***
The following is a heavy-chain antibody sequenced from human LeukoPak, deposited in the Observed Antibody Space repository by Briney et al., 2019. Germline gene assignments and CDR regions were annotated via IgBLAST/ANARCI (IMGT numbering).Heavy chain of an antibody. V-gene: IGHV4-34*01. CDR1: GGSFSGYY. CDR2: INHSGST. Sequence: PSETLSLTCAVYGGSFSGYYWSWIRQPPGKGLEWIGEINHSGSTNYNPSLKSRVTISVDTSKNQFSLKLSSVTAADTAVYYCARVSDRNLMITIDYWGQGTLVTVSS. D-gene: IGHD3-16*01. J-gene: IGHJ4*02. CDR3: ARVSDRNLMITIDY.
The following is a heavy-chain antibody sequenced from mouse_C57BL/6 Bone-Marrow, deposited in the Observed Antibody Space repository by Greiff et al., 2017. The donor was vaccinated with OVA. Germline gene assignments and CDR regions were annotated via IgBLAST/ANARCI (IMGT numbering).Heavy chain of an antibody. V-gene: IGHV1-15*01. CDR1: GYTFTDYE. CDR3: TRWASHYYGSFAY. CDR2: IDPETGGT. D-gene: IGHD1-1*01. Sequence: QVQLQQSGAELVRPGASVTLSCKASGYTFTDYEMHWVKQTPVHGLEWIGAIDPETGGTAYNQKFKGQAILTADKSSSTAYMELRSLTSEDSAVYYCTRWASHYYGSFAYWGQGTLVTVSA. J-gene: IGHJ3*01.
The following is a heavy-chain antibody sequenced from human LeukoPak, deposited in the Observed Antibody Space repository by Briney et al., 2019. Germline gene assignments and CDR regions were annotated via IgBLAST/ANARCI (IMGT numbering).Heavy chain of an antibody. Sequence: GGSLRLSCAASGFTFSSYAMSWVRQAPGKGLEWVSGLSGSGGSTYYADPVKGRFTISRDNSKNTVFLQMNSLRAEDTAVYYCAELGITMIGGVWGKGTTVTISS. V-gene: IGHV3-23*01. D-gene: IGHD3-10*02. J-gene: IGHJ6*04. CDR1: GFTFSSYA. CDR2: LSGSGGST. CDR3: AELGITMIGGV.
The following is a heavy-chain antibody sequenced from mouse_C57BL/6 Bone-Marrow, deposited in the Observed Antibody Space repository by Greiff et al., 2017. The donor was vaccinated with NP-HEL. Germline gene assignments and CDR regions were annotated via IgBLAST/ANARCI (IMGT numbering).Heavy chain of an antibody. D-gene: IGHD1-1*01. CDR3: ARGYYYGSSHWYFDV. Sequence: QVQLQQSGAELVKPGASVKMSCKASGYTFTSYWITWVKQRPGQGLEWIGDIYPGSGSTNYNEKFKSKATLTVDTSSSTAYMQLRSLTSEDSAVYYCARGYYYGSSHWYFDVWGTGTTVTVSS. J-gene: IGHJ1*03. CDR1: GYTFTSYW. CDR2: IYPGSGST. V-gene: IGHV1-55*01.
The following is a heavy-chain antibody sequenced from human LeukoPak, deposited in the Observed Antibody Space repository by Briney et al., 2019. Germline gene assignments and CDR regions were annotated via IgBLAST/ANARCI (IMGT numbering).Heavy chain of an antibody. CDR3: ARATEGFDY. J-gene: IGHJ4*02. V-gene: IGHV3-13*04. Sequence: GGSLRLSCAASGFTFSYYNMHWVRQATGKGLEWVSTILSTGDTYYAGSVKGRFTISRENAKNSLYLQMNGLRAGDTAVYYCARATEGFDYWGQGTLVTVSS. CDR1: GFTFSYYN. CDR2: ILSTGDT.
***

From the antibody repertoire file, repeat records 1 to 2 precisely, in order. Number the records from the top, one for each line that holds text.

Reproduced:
The following is a heavy-chain antibody sequenced from human LeukoPak, deposited in the Observed Antibody Space repository by Briney et al., 2019. Germline gene assignments and CDR regions were annotated via IgBLAST/ANARCI (IMGT numbering).Heavy chain of an antibody. V-gene: IGHV4-34*01. CDR1: GGSFSGYY. CDR2: INHSGST. Sequence: PSETLSLTCAVYGGSFSGYYWSWIRQPPGKGLEWIGEINHSGSTNYNPSLKSRVTISVDTSKNQFSLKLSSVTAADTAVYYCARVSDRNLMITIDYWGQGTLVTVSS. D-gene: IGHD3-16*01. J-gene: IGHJ4*02. CDR3: ARVSDRNLMITIDY.
The following is a heavy-chain antibody sequenced from mouse_C57BL/6 Bone-Marrow, deposited in the Observed Antibody Space repository by Greiff et al., 2017. The donor was vaccinated with OVA. Germline gene assignments and CDR regions were annotated via IgBLAST/ANARCI (IMGT numbering).Heavy chain of an antibody. V-gene: IGHV1-15*01. CDR1: GYTFTDYE. CDR3: TRWASHYYGSFAY. CDR2: IDPETGGT. D-gene: IGHD1-1*01. Sequence: QVQLQQSGAELVRPGASVTLSCKASGYTFTDYEMHWVKQTPVHGLEWIGAIDPETGGTAYNQKFKGQAILTADKSSSTAYMELRSLTSEDSAVYYCTRWASHYYGSFAYWGQGTLVTVSA. J-gene: IGHJ3*01.